I had a good conversation about the current state of enterprise risk management yesterday with Prakash Shimpi, enterprise risk management practice leader at Towers Perrin. Mr. Shimpi is well versed on ERM, having written a book on the topic and having previously led Swiss Re’s Swiss Re Financial Services Corp.
He was in Chicago for an annual ERM symposium that this year drew about 500 attendees, and Mr. Shimpi believes the integrated approach to risk management is finally taking hold on a broad basis.
Among the reasons executives at insurance industry companies and other sorts of businesses are seeing value in ERM, he suggested, is that the lessons of Enron, WorldCom and others have moved the perception of ERM from an exercise that was solely the province of analytical wonks to a more accurate view that it’s an approach based on an understanding that every business activity has at its heart a risk/reward component.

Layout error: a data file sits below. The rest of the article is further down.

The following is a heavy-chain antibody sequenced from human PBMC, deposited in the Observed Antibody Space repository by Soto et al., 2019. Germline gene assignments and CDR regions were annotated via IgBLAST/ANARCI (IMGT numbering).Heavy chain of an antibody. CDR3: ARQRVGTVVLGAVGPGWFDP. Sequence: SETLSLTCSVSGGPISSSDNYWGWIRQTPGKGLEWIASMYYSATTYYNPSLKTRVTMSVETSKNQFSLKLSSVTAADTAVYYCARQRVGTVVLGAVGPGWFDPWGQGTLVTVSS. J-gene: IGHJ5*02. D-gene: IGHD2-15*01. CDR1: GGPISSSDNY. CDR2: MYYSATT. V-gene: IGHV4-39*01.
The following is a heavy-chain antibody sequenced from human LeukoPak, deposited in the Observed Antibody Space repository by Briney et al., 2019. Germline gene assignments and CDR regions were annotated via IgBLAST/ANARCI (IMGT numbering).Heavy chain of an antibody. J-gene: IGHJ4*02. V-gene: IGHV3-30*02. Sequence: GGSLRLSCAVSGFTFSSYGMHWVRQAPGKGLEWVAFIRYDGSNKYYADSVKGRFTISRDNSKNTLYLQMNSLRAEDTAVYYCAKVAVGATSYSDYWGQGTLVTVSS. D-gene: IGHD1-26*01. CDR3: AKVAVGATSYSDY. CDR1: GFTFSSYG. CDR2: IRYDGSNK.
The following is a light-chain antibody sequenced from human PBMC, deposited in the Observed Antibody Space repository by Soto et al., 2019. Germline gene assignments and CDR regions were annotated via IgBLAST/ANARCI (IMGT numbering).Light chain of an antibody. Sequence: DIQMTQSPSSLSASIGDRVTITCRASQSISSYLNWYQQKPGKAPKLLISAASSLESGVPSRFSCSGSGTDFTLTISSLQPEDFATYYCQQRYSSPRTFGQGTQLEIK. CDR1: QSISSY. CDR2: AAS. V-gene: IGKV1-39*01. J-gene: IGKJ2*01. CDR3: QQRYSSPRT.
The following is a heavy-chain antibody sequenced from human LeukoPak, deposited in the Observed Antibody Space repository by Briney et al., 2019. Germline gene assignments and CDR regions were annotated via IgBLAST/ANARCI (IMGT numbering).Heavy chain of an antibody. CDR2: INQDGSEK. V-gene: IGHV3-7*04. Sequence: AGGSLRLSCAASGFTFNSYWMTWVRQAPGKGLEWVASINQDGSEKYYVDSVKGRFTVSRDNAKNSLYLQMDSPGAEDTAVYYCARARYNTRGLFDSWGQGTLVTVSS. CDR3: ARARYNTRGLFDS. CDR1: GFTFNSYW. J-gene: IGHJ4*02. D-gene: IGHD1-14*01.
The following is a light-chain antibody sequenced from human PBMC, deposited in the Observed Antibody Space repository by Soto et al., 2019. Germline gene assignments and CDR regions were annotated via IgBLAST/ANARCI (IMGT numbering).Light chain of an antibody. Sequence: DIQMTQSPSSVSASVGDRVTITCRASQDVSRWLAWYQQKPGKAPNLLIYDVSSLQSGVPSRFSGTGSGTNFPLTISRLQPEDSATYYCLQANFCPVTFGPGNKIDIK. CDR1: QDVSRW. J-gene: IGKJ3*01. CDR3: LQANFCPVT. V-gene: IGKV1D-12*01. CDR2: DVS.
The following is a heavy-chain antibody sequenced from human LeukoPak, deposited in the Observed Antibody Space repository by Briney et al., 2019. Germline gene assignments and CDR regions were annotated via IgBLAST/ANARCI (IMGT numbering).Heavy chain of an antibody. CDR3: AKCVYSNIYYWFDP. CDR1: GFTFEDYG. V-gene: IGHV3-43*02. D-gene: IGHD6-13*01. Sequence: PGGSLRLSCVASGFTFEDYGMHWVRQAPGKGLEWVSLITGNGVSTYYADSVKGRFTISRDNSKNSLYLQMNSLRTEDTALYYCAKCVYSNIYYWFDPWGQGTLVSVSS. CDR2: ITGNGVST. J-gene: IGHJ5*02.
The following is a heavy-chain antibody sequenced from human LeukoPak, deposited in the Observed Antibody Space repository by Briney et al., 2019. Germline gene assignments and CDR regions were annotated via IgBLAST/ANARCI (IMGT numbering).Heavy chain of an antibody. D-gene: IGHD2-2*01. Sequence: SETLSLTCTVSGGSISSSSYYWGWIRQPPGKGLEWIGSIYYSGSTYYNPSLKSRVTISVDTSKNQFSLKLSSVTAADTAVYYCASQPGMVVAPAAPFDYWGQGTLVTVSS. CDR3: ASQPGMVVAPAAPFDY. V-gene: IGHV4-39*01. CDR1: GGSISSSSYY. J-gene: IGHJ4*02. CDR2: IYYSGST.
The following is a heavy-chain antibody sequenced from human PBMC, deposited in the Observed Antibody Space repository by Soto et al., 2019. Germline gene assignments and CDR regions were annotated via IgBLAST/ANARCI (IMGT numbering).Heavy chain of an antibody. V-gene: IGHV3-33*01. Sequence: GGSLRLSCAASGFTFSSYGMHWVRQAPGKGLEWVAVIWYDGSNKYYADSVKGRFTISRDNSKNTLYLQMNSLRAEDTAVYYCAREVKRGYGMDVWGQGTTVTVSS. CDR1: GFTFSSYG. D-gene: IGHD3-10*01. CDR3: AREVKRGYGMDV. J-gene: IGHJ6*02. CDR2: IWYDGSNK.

“When you undertake any business activity, like it or not, you’ve got risk in that,” Mr. Shimpi said. “So risk management is inherent in any business decision.”
“The value of risk management is in allowing shareholders to earn a levered return,” the Towers Perrin practice leader said. “What enterprise risk managers have done in the end game is better economics for the business.”
Clearly, the benefits of risk vs. reward thinking aren’t limited to the golf course.